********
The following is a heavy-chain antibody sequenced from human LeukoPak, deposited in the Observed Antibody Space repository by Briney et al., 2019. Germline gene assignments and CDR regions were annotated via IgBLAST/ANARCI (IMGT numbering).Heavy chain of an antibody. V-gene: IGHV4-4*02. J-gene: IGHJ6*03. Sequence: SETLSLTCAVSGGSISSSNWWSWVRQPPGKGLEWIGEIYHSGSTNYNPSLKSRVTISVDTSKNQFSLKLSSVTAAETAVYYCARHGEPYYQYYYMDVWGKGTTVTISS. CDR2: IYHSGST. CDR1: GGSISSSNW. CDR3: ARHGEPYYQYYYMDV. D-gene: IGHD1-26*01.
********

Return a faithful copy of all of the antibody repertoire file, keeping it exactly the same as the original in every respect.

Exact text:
The following is a heavy-chain antibody sequenced from human LeukoPak, deposited in the Observed Antibody Space repository by Briney et al., 2019. Germline gene assignments and CDR regions were annotated via IgBLAST/ANARCI (IMGT numbering).Heavy chain of an antibody. V-gene: IGHV4-4*02. J-gene: IGHJ6*03. Sequence: SETLSLTCAVSGGSISSSNWWSWVRQPPGKGLEWIGEIYHSGSTNYNPSLKSRVTISVDTSKNQFSLKLSSVTAAETAVYYCARHGEPYYQYYYMDVWGKGTTVTISS. CDR2: IYHSGST. CDR1: GGSISSSNW. CDR3: ARHGEPYYQYYYMDV. D-gene: IGHD1-26*01.